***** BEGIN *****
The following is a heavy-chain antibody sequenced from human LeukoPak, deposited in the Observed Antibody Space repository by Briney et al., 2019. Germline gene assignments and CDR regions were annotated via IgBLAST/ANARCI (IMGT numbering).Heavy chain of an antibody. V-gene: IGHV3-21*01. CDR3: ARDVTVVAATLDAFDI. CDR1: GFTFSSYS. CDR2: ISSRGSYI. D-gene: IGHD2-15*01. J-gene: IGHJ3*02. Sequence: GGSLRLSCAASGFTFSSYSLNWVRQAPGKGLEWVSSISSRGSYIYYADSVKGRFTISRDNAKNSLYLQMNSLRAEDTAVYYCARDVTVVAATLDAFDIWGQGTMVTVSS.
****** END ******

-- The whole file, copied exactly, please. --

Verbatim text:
The following is a heavy-chain antibody sequenced from human LeukoPak, deposited in the Observed Antibody Space repository by Briney et al., 2019. Germline gene assignments and CDR regions were annotated via IgBLAST/ANARCI (IMGT numbering).Heavy chain of an antibody. V-gene: IGHV3-21*01. CDR3: ARDVTVVAATLDAFDI. CDR1: GFTFSSYS. CDR2: ISSRGSYI. D-gene: IGHD2-15*01. J-gene: IGHJ3*02. Sequence: GGSLRLSCAASGFTFSSYSLNWVRQAPGKGLEWVSSISSRGSYIYYADSVKGRFTISRDNAKNSLYLQMNSLRAEDTAVYYCARDVTVVAATLDAFDIWGQGTMVTVSS.